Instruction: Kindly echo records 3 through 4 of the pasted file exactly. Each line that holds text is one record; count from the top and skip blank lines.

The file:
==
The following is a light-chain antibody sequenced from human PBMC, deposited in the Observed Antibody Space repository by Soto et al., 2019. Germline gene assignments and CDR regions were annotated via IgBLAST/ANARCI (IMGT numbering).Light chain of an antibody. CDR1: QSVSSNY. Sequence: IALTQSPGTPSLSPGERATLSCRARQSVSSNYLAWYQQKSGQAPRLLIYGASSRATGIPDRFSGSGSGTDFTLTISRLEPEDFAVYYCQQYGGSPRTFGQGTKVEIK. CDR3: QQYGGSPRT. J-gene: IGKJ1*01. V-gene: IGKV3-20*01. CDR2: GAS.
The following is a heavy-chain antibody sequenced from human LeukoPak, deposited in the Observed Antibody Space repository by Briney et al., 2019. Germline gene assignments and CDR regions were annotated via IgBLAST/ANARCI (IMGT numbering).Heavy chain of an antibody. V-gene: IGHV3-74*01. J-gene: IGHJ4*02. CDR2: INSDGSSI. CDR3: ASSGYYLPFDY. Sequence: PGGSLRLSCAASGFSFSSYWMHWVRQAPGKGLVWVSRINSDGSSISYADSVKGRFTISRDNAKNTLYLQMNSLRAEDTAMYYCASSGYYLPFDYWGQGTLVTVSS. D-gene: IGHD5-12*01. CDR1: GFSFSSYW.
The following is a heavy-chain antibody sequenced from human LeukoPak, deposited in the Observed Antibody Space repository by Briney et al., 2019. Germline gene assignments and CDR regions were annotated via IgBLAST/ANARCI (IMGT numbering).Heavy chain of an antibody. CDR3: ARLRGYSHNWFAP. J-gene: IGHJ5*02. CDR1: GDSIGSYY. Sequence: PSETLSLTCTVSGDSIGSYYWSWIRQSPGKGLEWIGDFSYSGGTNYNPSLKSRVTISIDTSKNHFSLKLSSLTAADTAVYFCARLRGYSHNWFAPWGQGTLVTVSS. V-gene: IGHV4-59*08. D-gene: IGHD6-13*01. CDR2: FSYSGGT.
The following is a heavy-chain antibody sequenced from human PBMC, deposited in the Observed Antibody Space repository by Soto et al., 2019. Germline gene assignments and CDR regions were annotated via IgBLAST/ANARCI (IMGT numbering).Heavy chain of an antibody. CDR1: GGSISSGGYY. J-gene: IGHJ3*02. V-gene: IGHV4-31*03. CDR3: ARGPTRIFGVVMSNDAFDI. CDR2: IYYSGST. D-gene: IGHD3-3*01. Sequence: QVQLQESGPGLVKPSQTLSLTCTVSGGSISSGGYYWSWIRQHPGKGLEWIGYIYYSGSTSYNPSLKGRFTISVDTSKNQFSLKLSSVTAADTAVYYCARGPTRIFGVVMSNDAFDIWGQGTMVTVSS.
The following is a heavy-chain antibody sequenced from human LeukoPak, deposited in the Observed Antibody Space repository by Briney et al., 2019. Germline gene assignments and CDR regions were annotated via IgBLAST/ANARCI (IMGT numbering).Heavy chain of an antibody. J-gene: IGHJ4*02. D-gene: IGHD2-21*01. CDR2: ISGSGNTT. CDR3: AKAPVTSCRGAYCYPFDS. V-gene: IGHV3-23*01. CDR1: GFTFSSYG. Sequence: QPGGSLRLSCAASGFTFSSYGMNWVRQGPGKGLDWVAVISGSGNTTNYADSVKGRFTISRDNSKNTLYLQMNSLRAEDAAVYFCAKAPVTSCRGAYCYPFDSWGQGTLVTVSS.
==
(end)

The following is a heavy-chain antibody sequenced from human LeukoPak, deposited in the Observed Antibody Space repository by Briney et al., 2019. Germline gene assignments and CDR regions were annotated via IgBLAST/ANARCI (IMGT numbering).Heavy chain of an antibody. CDR3: ARLRGYSHNWFAP. J-gene: IGHJ5*02. CDR1: GDSIGSYY. Sequence: PSETLSLTCTVSGDSIGSYYWSWIRQSPGKGLEWIGDFSYSGGTNYNPSLKSRVTISIDTSKNHFSLKLSSLTAADTAVYFCARLRGYSHNWFAPWGQGTLVTVSS. V-gene: IGHV4-59*08. D-gene: IGHD6-13*01. CDR2: FSYSGGT.
The following is a heavy-chain antibody sequenced from human PBMC, deposited in the Observed Antibody Space repository by Soto et al., 2019. Germline gene assignments and CDR regions were annotated via IgBLAST/ANARCI (IMGT numbering).Heavy chain of an antibody. CDR1: GGSISSGGYY. J-gene: IGHJ3*02. V-gene: IGHV4-31*03. CDR3: ARGPTRIFGVVMSNDAFDI. CDR2: IYYSGST. D-gene: IGHD3-3*01. Sequence: QVQLQESGPGLVKPSQTLSLTCTVSGGSISSGGYYWSWIRQHPGKGLEWIGYIYYSGSTSYNPSLKGRFTISVDTSKNQFSLKLSSVTAADTAVYYCARGPTRIFGVVMSNDAFDIWGQGTMVTVSS.